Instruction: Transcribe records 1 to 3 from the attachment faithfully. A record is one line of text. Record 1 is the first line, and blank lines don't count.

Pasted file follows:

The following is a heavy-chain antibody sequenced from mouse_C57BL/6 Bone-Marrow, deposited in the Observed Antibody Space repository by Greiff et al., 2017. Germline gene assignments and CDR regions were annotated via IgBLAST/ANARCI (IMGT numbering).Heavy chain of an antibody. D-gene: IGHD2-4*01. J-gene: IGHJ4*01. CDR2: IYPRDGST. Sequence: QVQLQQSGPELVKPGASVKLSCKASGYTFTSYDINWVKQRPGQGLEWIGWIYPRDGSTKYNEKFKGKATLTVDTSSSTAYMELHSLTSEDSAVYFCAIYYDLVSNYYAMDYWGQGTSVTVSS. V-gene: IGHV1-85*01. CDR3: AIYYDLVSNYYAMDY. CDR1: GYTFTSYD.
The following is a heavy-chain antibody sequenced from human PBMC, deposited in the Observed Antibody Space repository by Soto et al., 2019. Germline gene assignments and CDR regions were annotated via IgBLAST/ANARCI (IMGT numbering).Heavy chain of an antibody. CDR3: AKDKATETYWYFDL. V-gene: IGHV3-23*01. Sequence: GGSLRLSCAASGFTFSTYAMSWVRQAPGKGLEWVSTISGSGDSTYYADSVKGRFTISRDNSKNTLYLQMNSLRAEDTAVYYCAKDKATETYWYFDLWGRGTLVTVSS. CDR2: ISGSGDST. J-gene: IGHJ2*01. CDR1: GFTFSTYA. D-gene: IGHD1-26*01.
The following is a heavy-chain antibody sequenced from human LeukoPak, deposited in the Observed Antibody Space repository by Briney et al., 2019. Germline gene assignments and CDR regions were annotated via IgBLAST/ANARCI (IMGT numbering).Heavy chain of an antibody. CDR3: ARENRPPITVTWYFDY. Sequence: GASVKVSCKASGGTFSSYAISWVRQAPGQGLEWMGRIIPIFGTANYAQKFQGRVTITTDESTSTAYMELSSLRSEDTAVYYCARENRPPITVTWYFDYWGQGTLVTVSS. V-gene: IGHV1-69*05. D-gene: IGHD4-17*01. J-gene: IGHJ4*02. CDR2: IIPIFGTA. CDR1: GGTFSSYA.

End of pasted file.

The following is a heavy-chain antibody sequenced from mouse_C57BL/6 Bone-Marrow, deposited in the Observed Antibody Space repository by Greiff et al., 2017. Germline gene assignments and CDR regions were annotated via IgBLAST/ANARCI (IMGT numbering).Heavy chain of an antibody. D-gene: IGHD2-4*01. J-gene: IGHJ4*01. CDR2: IYPRDGST. Sequence: QVQLQQSGPELVKPGASVKLSCKASGYTFTSYDINWVKQRPGQGLEWIGWIYPRDGSTKYNEKFKGKATLTVDTSSSTAYMELHSLTSEDSAVYFCAIYYDLVSNYYAMDYWGQGTSVTVSS. V-gene: IGHV1-85*01. CDR3: AIYYDLVSNYYAMDY. CDR1: GYTFTSYD.
The following is a heavy-chain antibody sequenced from human PBMC, deposited in the Observed Antibody Space repository by Soto et al., 2019. Germline gene assignments and CDR regions were annotated via IgBLAST/ANARCI (IMGT numbering).Heavy chain of an antibody. CDR3: AKDKATETYWYFDL. V-gene: IGHV3-23*01. Sequence: GGSLRLSCAASGFTFSTYAMSWVRQAPGKGLEWVSTISGSGDSTYYADSVKGRFTISRDNSKNTLYLQMNSLRAEDTAVYYCAKDKATETYWYFDLWGRGTLVTVSS. CDR2: ISGSGDST. J-gene: IGHJ2*01. CDR1: GFTFSTYA. D-gene: IGHD1-26*01.
The following is a heavy-chain antibody sequenced from human LeukoPak, deposited in the Observed Antibody Space repository by Briney et al., 2019. Germline gene assignments and CDR regions were annotated via IgBLAST/ANARCI (IMGT numbering).Heavy chain of an antibody. CDR3: ARENRPPITVTWYFDY. Sequence: GASVKVSCKASGGTFSSYAISWVRQAPGQGLEWMGRIIPIFGTANYAQKFQGRVTITTDESTSTAYMELSSLRSEDTAVYYCARENRPPITVTWYFDYWGQGTLVTVSS. V-gene: IGHV1-69*05. D-gene: IGHD4-17*01. J-gene: IGHJ4*02. CDR2: IIPIFGTA. CDR1: GGTFSSYA.